Buddhist Arts - a photographic journal

Shwezigon

Shwezigon

Location: Nyaung U – western sector close to river bank.

Year Built:  Another early temple, it was started in the reign of Anawratha before 1084 when Kyanzittha usurped the throne. Anawratha’s other large temple is Shwesandaw.

Builder: Anawrahta built the lower terraces and Kyanzittha built the superstructure completing the building. This cannot be confirmed, however.

Architectural details: Very large stupa with three accessible terraces. There are 4 satellite temples with 1 bronze image of a standing Buddha measuring 3.9 to 4 m. (13 ft.) In each of them. The western Buddha is the original one and according to one guidebook, the most beautiful. They are from the Gupta school of art. 

Construction: Stone masonry and sandstone blocks from the base to the top. The masonry joints are close together with hardly any space bonded with lime mortar with milk for better bondage than water.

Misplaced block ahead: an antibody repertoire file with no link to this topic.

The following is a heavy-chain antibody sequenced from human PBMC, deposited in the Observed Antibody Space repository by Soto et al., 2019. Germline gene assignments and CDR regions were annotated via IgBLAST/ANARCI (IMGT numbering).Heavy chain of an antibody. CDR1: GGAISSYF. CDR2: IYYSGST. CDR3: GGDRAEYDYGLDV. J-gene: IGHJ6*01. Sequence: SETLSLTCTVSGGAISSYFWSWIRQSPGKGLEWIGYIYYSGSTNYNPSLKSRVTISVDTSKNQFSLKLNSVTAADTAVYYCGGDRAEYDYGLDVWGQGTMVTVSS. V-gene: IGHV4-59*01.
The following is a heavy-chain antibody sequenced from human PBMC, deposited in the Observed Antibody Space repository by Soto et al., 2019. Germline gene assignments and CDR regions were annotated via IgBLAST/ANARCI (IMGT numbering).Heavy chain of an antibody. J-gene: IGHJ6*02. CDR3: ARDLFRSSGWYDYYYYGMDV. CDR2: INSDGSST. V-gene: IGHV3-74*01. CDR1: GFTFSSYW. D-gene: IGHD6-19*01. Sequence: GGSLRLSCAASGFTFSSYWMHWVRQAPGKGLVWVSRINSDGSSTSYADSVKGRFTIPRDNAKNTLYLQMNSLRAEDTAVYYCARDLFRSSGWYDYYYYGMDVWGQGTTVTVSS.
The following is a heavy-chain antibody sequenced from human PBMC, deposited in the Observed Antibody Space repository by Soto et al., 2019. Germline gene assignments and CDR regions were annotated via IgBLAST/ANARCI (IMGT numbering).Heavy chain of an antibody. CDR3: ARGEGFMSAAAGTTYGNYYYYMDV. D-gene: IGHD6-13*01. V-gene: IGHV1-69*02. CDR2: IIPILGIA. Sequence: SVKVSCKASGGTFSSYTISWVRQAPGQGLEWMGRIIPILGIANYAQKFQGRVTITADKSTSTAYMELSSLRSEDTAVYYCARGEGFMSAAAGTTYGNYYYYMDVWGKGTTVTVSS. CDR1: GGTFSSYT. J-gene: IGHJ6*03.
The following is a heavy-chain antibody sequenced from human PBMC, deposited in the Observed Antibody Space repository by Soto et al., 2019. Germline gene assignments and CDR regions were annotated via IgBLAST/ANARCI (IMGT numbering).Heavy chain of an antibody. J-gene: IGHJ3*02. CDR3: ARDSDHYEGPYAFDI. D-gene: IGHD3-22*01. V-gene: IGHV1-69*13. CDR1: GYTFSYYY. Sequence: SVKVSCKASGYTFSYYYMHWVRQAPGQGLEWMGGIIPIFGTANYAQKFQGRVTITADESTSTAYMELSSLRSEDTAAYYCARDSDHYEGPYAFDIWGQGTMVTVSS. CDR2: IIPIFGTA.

Renovations: This stupa is regularly maintained. The 1975 earthquake damages the top of the dome and spire. It was repaired by the Construction Corps in 1975-78. In 1983 the dome was gilded. 

Current Use and Highlights: Shwezigon is an important pilgrimage site and it’s also used for daily worship because the nat shrines are major religious attractions. It is considered one of Myanmar’s most revered shrines. There are modern nat shrines, the four large gilded Buddha images and jataka tiles. It is ranked equally with the Ananda as a pilgrimage site. 

References: 
Ancient Pagan: Buddhist Plain of Merit, Donald Stadtner, River Books, 2013
Pagan: Art and Architecture of Old Burma, Paul Strachan, Kiscadale Publications, 1989
Guide to Bagan Monuments by Min Bu Aung Kyaing, U Zaw Min Aye (Zaw Press), 2007
Inventory Of Monuments In Bagan, Pierre Pichard, UNESCO, 8 volumes, 1992-2001

 

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